Should you dig the garden
How to add fertility to your soil
An overview of green manures
Comfrey and its wonderful properties
Crop rotation and polycultures
Companion planting guide
Mycorrhiza, natures internet, a focus on mushrooms and their interconnectedness
A focus on helpful and not so helpful bugs and insects
An overview of weeds
A primer in seed saving
Then he goes over the actual plants, fruit and herbs you can grow in your garden, which is really a starting point for you. This book is not primarily about how to grow vegetables it is about applying permaculture to your life and garden and how to plan things like forest gardens. This section I found really useful and will definitely be returning to this as a reference tool.
Zone 3 covers main crops and staples.
Discusses where our staples comes from, via a discussion on Supermarkets, regenerative agriculture, buying local, farmers markets, community supported agriculture, ethical shopping ending with a discussion on what currently makes a staple diet and what could be used in the future instead. This is the section that crosses over with Transition in terms of looking at food supplies and solutions to help support a localised food supply.
Zone 4 developing a tree based culture.
This was an interesting chapter, as it focuses on moving towards a culture sustained by Trees rather than one dependent on animal products and unsustainable annuals. Graham argues that not only could trees meet our needs they could also help reverse the damage caused by plough based agriculture and oil based production. Also leaf curd could provide a really high source of protein to feed people and how you can go about creating this. This is a really interesting chapter and I learnt a fair few bits about the mighty tree that I did not know. It also contains a brief guide to planning and developing your own forest garden.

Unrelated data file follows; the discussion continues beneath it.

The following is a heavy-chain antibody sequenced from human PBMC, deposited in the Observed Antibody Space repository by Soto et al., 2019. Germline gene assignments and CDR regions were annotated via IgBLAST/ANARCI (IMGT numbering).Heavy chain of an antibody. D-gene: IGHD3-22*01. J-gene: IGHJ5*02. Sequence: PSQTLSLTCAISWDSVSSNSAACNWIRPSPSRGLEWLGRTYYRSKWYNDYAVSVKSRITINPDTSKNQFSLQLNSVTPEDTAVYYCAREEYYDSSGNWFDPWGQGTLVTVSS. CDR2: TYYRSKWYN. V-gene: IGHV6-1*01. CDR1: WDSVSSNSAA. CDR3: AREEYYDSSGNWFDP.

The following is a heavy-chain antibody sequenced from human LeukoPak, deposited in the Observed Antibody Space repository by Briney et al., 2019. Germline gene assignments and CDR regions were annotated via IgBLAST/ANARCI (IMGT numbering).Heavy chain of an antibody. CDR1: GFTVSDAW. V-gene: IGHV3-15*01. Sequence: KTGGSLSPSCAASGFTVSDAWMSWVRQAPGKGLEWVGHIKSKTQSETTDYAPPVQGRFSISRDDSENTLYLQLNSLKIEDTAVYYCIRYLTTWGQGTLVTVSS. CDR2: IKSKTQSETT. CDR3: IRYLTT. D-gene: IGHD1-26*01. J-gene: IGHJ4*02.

Zone 5 walking on the wild side
This concerns mainly foraging, with a range of recipes that used foraged plants. This is a short chapter but has the essential do’s and don’ts of foraging and a great section called “Well you don’t know where they have been do you?” which highlights how people are really alienated from the food production, in their views of how food is produced.
Zone 6 looks at the power of community
This is the one that really chimes with Transition and Graham dedicates a section to the Transition Movement. It also looks at how you can build community in simple ways through eating together, cooking meals over a fire and supporting each other to remain healthy.
This rounds off what is a great introduction to Permaculture and covers a load of the basics, it contains some really nice illustrations and a great further reading section, for those wanting to learn more. Graham isn’t one to preach about the veganism and this book does not do this. It is much more about giving people the ideas and techniques to really embed permaculture into their lives. The book does contain over 100 vegan recipes and I would challenge the most carnivorous among you to not find a recipe you wouldn’t like to try in person. Personally I will be trying loads of them out, and while I am not vegan I am trying to integrate more vegan food into my diet. Agedashi Tofu with Black Kale anyone 🙂
Here is a talk by Graham about Veganism and Permaculture.
Check out the book at Grahams website spiralseed.